5 Use Cases for Augmented Reality in Healthcare
Augmented reality (AR) differs from virtual reality (VR) by supplementing a view of the real world with visual and auditory overlays instead of creating a seamless virtual world. AR technology can enhance the experience of frontline workers by giving them access to information while they are in the field through a wearable, such as a headset, that is connected to a mobile device or laptop.
As the healthcare industry has been facing challenges created by the pandemic, AR has become a useful tool for making medical workers’ jobs easier and safer through human/machine interaction that reduces the need for physical proximity and contact.
Now that hospitals and medical centers have experienced the benefits of AR, it is likely to continue gaining traction even after the pandemic is under control. According to MarketsandMarkets, the AR and VR market for healthcare is predicted to grow at a rate of 30.7% per year up to 2025. The potential to reduce healthcare costs is one market driver, but AR is also growing in popularity because of its many use cases, from supporting surgeons during procedures to giving patients better access to care.
Here’s an overview of 5 healthcare use cases for Augmented Reality:
1) Surgical Assistance
Augmented Reality can be used to create 3-D models of organs or tumors that can be used as a reference during surgery. The surgeon can view the model through a hands-free headset for increased accuracy when planning out and performing the surgery. The headset makes the model appear to hover as a hologram over the surgical field.
On-screen notation can also be used to guide the surgeon. Directions for making incisions and other surgical procedures can be superimposed on a real-time image of the patient’s body so the surgeon can see and follow the correct, planned path of the surgery.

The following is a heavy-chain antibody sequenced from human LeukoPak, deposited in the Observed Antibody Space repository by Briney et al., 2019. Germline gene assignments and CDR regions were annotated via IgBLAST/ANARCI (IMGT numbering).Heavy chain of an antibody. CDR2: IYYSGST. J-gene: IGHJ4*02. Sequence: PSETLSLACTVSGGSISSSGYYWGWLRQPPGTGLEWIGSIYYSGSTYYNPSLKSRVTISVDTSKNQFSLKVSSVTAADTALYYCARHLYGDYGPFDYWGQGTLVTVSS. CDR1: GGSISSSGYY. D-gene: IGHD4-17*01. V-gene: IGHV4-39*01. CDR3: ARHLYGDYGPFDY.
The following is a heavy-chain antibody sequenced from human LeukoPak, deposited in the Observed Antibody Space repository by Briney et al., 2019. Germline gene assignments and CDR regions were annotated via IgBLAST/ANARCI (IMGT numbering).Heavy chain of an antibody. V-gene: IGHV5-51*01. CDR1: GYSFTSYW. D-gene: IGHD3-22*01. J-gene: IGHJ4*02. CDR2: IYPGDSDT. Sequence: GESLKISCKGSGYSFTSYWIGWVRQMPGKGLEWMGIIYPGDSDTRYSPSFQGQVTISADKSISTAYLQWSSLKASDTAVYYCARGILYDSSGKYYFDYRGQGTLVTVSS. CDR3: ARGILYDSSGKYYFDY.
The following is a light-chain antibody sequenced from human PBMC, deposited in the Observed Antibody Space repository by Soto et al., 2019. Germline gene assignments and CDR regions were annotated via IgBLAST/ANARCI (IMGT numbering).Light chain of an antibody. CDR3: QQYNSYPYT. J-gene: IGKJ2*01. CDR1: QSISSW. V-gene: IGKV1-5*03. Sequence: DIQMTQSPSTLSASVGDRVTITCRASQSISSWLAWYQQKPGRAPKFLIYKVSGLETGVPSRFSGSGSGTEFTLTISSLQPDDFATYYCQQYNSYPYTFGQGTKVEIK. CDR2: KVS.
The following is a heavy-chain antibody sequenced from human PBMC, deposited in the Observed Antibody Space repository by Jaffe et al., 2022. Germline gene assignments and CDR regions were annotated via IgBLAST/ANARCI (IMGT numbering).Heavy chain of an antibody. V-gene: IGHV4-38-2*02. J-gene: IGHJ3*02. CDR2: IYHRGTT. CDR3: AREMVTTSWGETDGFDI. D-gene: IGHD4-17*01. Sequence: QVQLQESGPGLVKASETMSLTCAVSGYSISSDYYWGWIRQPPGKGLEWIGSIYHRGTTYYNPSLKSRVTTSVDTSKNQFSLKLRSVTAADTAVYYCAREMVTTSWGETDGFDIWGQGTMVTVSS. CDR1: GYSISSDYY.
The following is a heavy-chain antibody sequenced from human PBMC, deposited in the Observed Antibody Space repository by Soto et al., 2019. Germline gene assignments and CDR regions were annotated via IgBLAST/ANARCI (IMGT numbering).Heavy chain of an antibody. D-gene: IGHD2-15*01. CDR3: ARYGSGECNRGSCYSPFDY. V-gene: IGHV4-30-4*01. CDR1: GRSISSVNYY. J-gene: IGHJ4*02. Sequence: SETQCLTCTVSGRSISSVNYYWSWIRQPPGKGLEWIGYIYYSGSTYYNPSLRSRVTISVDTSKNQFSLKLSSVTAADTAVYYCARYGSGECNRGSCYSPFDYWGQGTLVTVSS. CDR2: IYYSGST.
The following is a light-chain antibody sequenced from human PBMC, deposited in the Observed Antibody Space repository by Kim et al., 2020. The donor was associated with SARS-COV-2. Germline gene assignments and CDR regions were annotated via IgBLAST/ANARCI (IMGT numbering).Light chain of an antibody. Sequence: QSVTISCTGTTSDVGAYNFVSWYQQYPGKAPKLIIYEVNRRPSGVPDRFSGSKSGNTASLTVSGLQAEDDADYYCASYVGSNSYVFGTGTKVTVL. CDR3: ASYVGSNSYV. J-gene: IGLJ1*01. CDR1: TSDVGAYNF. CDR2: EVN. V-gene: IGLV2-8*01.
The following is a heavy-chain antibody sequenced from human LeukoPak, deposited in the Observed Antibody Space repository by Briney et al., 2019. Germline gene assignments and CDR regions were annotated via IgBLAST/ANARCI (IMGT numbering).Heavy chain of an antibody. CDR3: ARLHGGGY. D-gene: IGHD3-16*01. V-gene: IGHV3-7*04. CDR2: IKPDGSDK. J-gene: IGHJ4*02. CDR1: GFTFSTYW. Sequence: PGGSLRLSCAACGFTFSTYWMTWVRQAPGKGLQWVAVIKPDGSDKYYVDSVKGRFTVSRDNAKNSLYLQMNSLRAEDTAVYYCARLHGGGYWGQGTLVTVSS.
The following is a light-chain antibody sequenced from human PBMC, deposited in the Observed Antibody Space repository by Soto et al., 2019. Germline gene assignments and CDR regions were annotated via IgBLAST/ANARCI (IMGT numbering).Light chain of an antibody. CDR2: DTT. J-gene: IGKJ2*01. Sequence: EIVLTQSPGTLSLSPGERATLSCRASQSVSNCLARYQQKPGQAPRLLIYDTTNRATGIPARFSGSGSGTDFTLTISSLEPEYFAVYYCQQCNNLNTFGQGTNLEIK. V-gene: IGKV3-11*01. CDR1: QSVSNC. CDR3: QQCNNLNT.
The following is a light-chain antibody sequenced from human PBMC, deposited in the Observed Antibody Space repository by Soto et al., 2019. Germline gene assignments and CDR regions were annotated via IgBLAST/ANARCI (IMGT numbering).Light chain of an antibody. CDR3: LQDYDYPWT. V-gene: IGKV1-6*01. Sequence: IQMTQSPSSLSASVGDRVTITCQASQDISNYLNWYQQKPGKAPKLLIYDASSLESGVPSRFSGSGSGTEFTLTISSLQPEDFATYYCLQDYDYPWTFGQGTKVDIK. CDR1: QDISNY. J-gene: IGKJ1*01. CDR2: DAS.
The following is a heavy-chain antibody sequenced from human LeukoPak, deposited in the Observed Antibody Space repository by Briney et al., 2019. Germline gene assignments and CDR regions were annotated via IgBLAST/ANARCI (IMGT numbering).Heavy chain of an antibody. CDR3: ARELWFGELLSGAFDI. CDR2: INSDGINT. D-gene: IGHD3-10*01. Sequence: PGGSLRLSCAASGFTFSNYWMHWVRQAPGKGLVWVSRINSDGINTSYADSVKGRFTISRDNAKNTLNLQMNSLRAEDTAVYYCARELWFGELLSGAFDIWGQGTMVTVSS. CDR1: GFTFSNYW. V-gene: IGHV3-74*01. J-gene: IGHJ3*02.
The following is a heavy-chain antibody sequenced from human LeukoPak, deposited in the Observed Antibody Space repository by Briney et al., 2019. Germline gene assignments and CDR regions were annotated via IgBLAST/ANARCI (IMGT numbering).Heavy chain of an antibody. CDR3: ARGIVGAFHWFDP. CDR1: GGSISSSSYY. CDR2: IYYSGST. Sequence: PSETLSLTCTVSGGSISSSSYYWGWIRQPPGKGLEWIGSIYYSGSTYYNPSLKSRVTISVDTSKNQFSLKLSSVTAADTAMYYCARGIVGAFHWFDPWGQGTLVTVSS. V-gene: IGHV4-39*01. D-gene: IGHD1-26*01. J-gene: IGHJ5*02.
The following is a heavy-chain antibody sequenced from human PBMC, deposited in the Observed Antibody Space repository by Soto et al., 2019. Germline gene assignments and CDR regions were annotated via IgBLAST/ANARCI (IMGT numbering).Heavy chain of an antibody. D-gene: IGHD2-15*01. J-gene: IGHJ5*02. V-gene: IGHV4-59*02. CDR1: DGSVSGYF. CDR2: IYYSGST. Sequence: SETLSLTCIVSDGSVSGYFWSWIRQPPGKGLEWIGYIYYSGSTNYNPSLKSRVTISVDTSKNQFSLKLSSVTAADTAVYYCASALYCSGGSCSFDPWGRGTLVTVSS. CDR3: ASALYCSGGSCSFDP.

2) Remote Guidance
With Augmented Reality, a doctor can receive remote guidance from an expert no matter where they are located. Two-way audio and video accessed through a headset enables both doctors to see the same view of the patient and procedure. A specialist can guide the doctor through an examination or surgery in real time, giving the patient access to expertise and a chance at a better outcome.
3) Virtual Training
Medical students and new residents can benefit from virtual training through Augmented Reality. A remote mentor can share the student’s view and give advice on the procedure or diagnosis from another location. For example, students can watch a doctor perform a suturing procedure or have the doctor coach them as they do it. Directions can be relayed through the headset. Medical students benefit from the process of “learning by doing” and gain hands-on experience with less risk to patients.
4) Diagnosis and Thermal Imaging
Augmented Reality aids in patient diagnoses by allowing healthcare providers to gather detailed information about the patient. Full-body scans can be performed to visualize and uncover symptoms. Thermal imagining can be used to assess a patient’s temperature. Conducting diagnoses through AR reduces the need for personal protection equipment (PPE) by minimizing contact between the doctor or nurse and the patient.
5) Telehealth and Proctoring
During the pandemic, telehealth has become the preferred way to deliver healthcare because patients don’t need to risk visiting the doctor’s office to receive care. PricewaterhouseCoopers identified telehealth as one of its Top Health Industry Issues of 2021.
Augmented Reality helps to make the telehealth visit more like an office visit. The doctor can remotely monitor vital signs and perform a visual check of outward symptoms. The patient gets a face-to-face experience without the danger of being exposed or exposing the doctor to any contagion.
Ready to learn more? Check out our Augmented Reality Webinar Series with partner PTC!
How to Harness Augmented Reality Capabilities
To take advantage of the benefits of AR, healthcare institutions need the right technology. AR technology creates a connection between humans and machines using a combination of hardware and software. Connected worker technology has the ideal combination of elements for AR.
CBT offers Connected Worker technology as part of our IIoT practice. We have experience working with healthcare organizations and can design custom software to fulfill your unique use cases. By partnering with CBT, you get more than what a systems integrator can offer. We are a Domain Expert Integrator that delivers the information technology and operational technology convergence needed to get the most out of your AR technology.
Explore AR use cases for your organization. Schedule a demo of CBT Connected Worker and imagine the possibilities.